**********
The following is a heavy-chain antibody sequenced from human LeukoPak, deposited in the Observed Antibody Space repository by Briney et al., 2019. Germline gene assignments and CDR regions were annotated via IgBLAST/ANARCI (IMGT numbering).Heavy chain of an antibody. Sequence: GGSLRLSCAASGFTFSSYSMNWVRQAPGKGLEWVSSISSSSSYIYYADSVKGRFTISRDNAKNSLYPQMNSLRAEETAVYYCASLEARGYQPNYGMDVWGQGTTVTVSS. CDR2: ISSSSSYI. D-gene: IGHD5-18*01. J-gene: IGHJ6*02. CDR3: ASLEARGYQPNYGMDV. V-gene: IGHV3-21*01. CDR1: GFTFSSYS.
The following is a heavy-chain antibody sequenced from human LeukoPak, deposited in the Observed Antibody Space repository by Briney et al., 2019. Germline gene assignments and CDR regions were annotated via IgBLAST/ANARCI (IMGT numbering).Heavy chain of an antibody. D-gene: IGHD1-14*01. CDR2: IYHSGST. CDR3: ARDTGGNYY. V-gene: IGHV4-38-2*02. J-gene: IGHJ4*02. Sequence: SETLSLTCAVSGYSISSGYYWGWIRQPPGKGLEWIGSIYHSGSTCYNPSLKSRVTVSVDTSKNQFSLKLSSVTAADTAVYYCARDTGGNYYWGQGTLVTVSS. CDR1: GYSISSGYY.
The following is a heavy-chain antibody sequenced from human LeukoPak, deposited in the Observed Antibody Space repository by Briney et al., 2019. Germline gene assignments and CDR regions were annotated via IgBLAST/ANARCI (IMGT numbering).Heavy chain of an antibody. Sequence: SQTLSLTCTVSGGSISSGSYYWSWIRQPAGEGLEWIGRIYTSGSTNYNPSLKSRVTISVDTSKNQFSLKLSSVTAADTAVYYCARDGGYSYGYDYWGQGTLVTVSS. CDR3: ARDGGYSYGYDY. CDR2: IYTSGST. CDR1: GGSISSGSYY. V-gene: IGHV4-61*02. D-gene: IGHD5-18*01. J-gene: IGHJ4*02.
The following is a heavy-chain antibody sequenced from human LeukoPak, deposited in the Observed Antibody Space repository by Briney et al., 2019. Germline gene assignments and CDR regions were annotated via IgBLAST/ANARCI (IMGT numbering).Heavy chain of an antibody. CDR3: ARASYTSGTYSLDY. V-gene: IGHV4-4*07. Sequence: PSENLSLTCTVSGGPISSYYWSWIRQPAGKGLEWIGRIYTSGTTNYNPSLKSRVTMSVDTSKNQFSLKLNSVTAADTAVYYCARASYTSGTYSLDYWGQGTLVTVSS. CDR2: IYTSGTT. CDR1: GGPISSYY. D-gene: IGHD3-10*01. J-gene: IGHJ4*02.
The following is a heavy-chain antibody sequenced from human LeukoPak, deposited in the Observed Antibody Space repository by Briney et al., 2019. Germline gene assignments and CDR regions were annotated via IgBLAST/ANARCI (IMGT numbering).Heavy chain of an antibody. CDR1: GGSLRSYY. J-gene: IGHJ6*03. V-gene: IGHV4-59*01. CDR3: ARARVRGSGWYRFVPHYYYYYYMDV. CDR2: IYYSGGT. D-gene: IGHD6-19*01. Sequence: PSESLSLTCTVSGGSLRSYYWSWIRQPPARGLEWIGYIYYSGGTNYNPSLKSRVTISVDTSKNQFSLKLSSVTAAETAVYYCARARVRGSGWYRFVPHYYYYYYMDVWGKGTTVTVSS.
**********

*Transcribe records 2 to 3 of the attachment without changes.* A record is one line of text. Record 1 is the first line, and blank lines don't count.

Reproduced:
The following is a heavy-chain antibody sequenced from human LeukoPak, deposited in the Observed Antibody Space repository by Briney et al., 2019. Germline gene assignments and CDR regions were annotated via IgBLAST/ANARCI (IMGT numbering).Heavy chain of an antibody. D-gene: IGHD1-14*01. CDR2: IYHSGST. CDR3: ARDTGGNYY. V-gene: IGHV4-38-2*02. J-gene: IGHJ4*02. Sequence: SETLSLTCAVSGYSISSGYYWGWIRQPPGKGLEWIGSIYHSGSTCYNPSLKSRVTVSVDTSKNQFSLKLSSVTAADTAVYYCARDTGGNYYWGQGTLVTVSS. CDR1: GYSISSGYY.
The following is a heavy-chain antibody sequenced from human LeukoPak, deposited in the Observed Antibody Space repository by Briney et al., 2019. Germline gene assignments and CDR regions were annotated via IgBLAST/ANARCI (IMGT numbering).Heavy chain of an antibody. Sequence: SQTLSLTCTVSGGSISSGSYYWSWIRQPAGEGLEWIGRIYTSGSTNYNPSLKSRVTISVDTSKNQFSLKLSSVTAADTAVYYCARDGGYSYGYDYWGQGTLVTVSS. CDR3: ARDGGYSYGYDY. CDR2: IYTSGST. CDR1: GGSISSGSYY. V-gene: IGHV4-61*02. D-gene: IGHD5-18*01. J-gene: IGHJ4*02.